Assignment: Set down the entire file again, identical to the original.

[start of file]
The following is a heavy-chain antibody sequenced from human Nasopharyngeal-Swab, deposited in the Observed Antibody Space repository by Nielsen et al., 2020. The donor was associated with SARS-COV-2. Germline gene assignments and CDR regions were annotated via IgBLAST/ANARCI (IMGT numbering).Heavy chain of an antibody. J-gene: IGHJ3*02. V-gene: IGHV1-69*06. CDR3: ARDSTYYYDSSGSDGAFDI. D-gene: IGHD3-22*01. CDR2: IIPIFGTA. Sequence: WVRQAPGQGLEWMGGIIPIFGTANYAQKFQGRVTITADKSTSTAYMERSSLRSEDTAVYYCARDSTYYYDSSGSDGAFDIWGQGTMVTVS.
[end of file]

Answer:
The following is a heavy-chain antibody sequenced from human Nasopharyngeal-Swab, deposited in the Observed Antibody Space repository by Nielsen et al., 2020. The donor was associated with SARS-COV-2. Germline gene assignments and CDR regions were annotated via IgBLAST/ANARCI (IMGT numbering).Heavy chain of an antibody. J-gene: IGHJ3*02. V-gene: IGHV1-69*06. CDR3: ARDSTYYYDSSGSDGAFDI. D-gene: IGHD3-22*01. CDR2: IIPIFGTA. Sequence: WVRQAPGQGLEWMGGIIPIFGTANYAQKFQGRVTITADKSTSTAYMERSSLRSEDTAVYYCARDSTYYYDSSGSDGAFDIWGQGTMVTVS.